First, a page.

If you have ever been involved in commercial disputes the concept of “gridlock” and its ability bring negotiations to click more details a grinding halt is well-known. Perhaps the visualization of Dr. Seuss’s North-Going Zax and the South-Going Zax meeting face neither turning nor retreating. When it appears that an impasse is reached the other party, mediation can assist with drawing the matter to a close and finally resolving your commercial dispute.
In certain cases, the representatives of corporate parties in a mediation meeting may not even be the people involved directly in the dispute. They are likely unfamiliar with both the facts and the background of the dispute, making it difficult to get to the root of the issue. These challenges are compounded when there are evidential issues that may cause parties to be unwilling to accept or offer settlement proposals. For these situations, parties can be asked to disclose evidence and facts related to the mediation. Perhaps setting up of a mutually developed data pool will be of great assistance before the mediations begins. The data will eventually be entered into evidence. Doing this early can save time and money. If there is no agreement as to evidence then, the mediation can be recessed until the rules of court have allowed for the discovery process and exchange of witness statements. To proceed without facts would seem a waste of time.
Another common issue in commercial disputes is that parties are not fully aware of the strength and weaknesses of their own position. This should encourage interagency communication as parties become deeply attached to their possibly flawed perception of legal rights. For example, corporate parties might not consider the impact that litigation could have on the reputation of their company, market place good will, and the real cost if the dispute continues. This can be overcome by preparation of the negotiators by all departments involved in the dispute and legal representative. Working with legal professionals that are informed that the goal is settlement can give entrenched parties an important corporate goal so as to allow more fallibility.
An additional challenge in mediation is when parties attending mediation do not have settlement authority. This usually happens in commercial disputes with large banks or multi-national corporations where a person has not been appointed to get the matter settled meet about pre-approved settlement guidelines. All the negotiator is told is get the best deal possible. The operative word may be to make a deal but without settlement authority getting a deal may not be possible. There are some courts that insist parties to commit to a settlement conference with authority. Failure to do so may be read as bad faith. To paraphrase ZAXs, people will say “I am not going to show you mine if you will not show me yours.”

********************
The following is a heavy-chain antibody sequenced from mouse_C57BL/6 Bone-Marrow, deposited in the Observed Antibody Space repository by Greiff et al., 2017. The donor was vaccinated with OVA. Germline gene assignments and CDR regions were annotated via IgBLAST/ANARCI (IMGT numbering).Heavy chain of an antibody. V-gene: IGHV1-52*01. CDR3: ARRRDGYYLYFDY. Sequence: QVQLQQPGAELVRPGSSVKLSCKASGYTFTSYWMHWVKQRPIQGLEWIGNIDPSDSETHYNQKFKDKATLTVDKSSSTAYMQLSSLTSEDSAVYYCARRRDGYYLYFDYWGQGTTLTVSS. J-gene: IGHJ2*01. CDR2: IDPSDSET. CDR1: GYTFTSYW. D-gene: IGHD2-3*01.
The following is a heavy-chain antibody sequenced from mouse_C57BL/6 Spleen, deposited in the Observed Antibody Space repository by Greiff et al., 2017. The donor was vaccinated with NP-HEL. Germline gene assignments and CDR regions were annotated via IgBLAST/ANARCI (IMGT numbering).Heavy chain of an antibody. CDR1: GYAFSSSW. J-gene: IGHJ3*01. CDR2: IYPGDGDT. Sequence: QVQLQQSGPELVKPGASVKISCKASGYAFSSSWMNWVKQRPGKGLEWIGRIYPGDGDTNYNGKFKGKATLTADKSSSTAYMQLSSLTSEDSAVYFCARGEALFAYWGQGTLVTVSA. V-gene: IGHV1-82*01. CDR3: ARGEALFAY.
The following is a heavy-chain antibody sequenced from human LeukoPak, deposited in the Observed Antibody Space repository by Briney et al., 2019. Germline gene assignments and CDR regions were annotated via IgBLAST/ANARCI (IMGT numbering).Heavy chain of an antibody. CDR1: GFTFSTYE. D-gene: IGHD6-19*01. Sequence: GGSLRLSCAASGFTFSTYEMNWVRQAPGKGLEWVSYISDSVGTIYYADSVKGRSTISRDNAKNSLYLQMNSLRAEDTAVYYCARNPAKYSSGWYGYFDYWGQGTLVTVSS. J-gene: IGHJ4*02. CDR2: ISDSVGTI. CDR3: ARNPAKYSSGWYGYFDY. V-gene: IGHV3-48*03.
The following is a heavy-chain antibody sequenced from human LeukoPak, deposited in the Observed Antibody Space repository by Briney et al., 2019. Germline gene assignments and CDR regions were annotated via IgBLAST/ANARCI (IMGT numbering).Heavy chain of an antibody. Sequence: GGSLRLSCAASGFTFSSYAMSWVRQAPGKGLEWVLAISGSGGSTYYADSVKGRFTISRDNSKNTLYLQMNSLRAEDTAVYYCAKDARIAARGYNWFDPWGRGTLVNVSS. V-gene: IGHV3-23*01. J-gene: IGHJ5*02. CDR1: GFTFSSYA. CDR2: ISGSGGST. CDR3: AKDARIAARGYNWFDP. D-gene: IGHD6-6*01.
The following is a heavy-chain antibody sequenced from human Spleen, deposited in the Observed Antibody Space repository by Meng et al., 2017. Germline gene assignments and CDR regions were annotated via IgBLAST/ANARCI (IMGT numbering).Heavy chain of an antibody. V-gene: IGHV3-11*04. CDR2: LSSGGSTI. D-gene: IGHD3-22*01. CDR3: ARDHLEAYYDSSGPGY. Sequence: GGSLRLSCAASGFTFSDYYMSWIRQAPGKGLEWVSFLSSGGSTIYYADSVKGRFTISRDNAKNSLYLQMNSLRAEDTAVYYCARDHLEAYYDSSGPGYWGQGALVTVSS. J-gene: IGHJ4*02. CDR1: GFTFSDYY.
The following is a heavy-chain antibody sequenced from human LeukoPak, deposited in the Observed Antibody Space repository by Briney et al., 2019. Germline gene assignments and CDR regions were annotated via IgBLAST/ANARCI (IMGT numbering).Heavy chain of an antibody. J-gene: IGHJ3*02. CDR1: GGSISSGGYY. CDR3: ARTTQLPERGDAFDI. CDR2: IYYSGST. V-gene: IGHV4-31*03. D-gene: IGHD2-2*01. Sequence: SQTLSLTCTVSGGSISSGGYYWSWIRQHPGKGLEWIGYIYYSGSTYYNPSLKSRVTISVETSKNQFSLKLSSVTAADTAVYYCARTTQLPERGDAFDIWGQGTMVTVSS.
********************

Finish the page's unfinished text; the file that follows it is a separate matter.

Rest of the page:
One final challenge for mediation is when corporate parties have financial difficulties in complying with settlement terms. Rule: Never promise that which has never been done before. The party setting the payment schedule must be certain that what it promised will be done. The party setting the schedule has an extra duty to make sure the deadlines can actually be met. An experienced mediator can help by exploring the financial capacity of each party with regard to the settlement proposal. Allowing parties to click great website achieve consensus on some basic settlement terms first will be beneficial before structuring a payment plan. When parties can come to some basic forms of agreement, navigating more complex terms and requirements is easier. Mediation is a valuable tool for solving many types of commercial disputes, and considering gridlock issues in advance can help to eliminate them during the course of a successful mediation.